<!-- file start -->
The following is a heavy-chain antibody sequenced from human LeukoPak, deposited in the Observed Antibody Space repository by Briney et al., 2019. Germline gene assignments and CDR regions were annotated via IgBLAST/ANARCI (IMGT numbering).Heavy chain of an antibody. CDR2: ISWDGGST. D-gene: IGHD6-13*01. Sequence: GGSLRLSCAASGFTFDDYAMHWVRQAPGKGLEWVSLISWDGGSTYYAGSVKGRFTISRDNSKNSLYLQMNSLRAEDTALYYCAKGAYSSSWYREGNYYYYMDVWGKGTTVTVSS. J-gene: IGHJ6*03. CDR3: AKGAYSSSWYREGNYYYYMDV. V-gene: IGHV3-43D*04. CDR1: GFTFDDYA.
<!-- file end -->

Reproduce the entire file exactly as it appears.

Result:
The following is a heavy-chain antibody sequenced from human LeukoPak, deposited in the Observed Antibody Space repository by Briney et al., 2019. Germline gene assignments and CDR regions were annotated via IgBLAST/ANARCI (IMGT numbering).Heavy chain of an antibody. CDR2: ISWDGGST. D-gene: IGHD6-13*01. Sequence: GGSLRLSCAASGFTFDDYAMHWVRQAPGKGLEWVSLISWDGGSTYYAGSVKGRFTISRDNSKNSLYLQMNSLRAEDTALYYCAKGAYSSSWYREGNYYYYMDVWGKGTTVTVSS. J-gene: IGHJ6*03. CDR3: AKGAYSSSWYREGNYYYYMDV. V-gene: IGHV3-43D*04. CDR1: GFTFDDYA.